“The Linguists” and Dr. K. David Harrison at Loudoun

“The Linguists” and Dr. K. David Harrison at Loudoun

“The Linguists” and Dr. K. David Harrison at Loudoun
Greg Anderson and K. David Harrison interview Sherdukpen speakers Dorji Khandu Thongdok and Lamu Norbu.
Photo by Jeremy Fahringer

The Loudoun Campus will host, “Talk of the Town: A Film Screening of ‘The Linguists’ and Keynote Speaker Dr. K. David Harrison.” “The Linguists” is an Emmy-nominated documentary produced in 2008 by Ironbound Films.

Event details:
Monday, April 14
Loudoun Campus
Waddell Theatre
7:30 p.m. to 9:30 p.m.

This event is free and open to the public. There will be a question and answer session, book signing, and an Honors Program potluck to follow on the third floor in the LR lobby.

“The Linguists” and Dr. K. David Harrison at Loudoun
Anthony Degio (left) listens to playback of a Koro language story, with K. David Harrison, Takpa Yame and Greg Anderson.
Photo by Jeremy Fahringer

Screened at the Sundance Film Festival, “The Linguists” is a fascinating and compelling look at language extinction and documentation. It follows two linguists, Greg Anderson of the Living Tongues Institute for Endangered Languages, and Dr. K David Harrison of Swarthmore College as they travel from the Andes Mountains in South America to villages in Siberia, and from English-Hindi boarding schools in Orissa, India, to an American Indian reservation in Arizona.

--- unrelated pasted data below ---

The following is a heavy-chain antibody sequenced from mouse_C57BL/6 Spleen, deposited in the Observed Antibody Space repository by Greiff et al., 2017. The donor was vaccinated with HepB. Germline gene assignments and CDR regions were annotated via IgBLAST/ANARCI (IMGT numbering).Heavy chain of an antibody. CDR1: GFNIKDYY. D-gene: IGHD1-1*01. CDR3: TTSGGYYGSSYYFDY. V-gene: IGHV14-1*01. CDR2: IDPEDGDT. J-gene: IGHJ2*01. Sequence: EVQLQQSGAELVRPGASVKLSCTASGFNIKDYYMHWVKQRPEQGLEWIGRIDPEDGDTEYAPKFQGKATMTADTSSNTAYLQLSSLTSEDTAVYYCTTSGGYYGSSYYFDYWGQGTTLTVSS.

The film addresses such issues as the spread of major global languages and how they contribute to language extinction, political and social reasons that some languages have been repressed, and reasons that language revitalization and language documentation are important.

“The Linguists” and Dr. K. David Harrison at Loudoun
Members of the Enduring Voices team (left to right): Jeremy Fahringer, Ganesh Murmu, Gregory Anderson and K. David Harrison, interview Bugun speakers Kombeng Katiram Maspu and Kirang Norbu Maspu in Rama Bao village.
Photo by Opino Gomango

In addition to being an anthropologist, Harrison is a National Geographic Fellow and a co-director of the Society’s Enduring Voices Project which documents endangered languages and cultures around the world. He has done extensive fieldwork with indigenous communities from Siberia and Mongolia to Peru, Colombia, India, Nepal and Australia. His work has been featured in numerous publications including The New York Times, USA Today and Science and on “The Colbert Report”. He received his doctorate from Yale University and is currently an associate professor at Swarthmore College near Philadelphia.

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